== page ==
REDUCING inequality is one of the priorities of the countries that are part of the commitment to achieve Sustainable Development Goals. How are the governments working towards this goal?
To answer this question, Oxfam and Development Finance International (DFI) released the second index “to measure the commitment of governments to reduce the gap between the rich and the poor”.
The index covers 157 countries and ranks them on the basis of their social spending, progressive taxation and labour rights – three areas found to be critical to reducing the gap.
In Asia, Japan ranks the highest in terms of investing towards reducing the gap between the rich and the poor. Japan ranked 11 globally is the only Asian country to figure in the top 20. It has considerably increased its tax collection and significantly increased minimum wages as well.
South Korea ranked 58 globally and is second in Asia in its commitment to reducing inequality. The country has significantly improved in all three areas that the index considers to measure the commitment. The country has increased the minimum wage by 16.4 per cent. It has also increased taxation on profitable corporations as well as spending.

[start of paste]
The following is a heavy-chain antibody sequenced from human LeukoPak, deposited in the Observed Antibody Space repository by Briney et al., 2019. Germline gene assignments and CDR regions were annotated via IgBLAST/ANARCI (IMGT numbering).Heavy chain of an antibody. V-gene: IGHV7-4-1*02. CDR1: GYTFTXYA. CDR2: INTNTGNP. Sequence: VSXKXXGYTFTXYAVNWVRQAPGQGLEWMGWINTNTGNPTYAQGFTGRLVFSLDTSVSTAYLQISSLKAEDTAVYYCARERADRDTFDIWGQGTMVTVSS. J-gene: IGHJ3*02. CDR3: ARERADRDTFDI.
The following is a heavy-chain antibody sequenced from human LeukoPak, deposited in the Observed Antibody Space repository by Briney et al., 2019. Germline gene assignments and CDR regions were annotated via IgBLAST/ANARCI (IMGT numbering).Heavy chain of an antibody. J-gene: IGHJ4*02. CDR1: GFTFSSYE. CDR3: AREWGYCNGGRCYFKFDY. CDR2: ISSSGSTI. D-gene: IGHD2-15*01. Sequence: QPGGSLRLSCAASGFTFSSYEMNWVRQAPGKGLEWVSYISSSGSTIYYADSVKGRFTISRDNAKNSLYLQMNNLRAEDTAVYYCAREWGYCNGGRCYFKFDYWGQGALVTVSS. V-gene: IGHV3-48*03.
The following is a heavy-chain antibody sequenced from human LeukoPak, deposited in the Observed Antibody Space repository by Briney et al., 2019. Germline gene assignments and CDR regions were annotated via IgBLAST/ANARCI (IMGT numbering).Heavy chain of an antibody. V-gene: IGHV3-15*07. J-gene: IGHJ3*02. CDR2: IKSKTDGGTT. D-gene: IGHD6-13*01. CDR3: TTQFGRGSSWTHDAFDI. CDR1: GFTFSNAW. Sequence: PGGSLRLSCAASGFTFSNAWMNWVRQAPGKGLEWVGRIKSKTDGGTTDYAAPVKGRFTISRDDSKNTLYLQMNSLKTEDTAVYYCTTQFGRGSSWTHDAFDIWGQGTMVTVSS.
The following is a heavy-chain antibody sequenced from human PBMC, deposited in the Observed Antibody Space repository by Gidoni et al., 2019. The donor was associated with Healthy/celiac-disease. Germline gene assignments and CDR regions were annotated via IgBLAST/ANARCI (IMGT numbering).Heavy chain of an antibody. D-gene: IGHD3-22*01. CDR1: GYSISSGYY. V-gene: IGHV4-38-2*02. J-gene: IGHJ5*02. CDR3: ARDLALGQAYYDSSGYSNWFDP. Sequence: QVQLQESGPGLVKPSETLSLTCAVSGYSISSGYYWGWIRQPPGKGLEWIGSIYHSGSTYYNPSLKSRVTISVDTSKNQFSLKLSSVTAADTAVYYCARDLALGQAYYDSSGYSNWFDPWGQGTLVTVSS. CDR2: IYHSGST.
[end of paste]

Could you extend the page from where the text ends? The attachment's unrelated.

Mongolia ranks third in Asia and 58 globally. The country has substantially increased taxation for high earners to reduce the inequality. It is followed by Thailand ranked fourth in Asia and 74 globally.
Malaysia and China are ranked 75 and 81 respectively. Indonesia globally ranked 91 has increased the minimum wages by nine per cent. It is also trying to equalise wages rapidly by increasing them more in rural areas than in urban areas. It is followed by the Philippines, Vietnam and Sri Lanka.
Cambodia is ranked 121 globally owing to its very low social spending. Pakistan is ranked 137 globally. The country fares badly in social spending and taxation. It is followed by Myanmar and Nepal.
India is one of the countries that is ranked very low at 147 globally. Government spending on social protection, education and health is abysmally low. The country fares poorly in taxation and labour laws, especially women’s labour rights. It is followed by neighbouring Bangladesh.
Singapore is ranked 149 globally owing to its inadequate labour laws, low social spending – just 39 per cent of the budget goes to education, health and social protection combined. However, the country has issued a strong objection to the findings of the report. The lowest ranked Asian countries are Laos and Bhutan at 150 and 152 respectively. DataLeads/ANN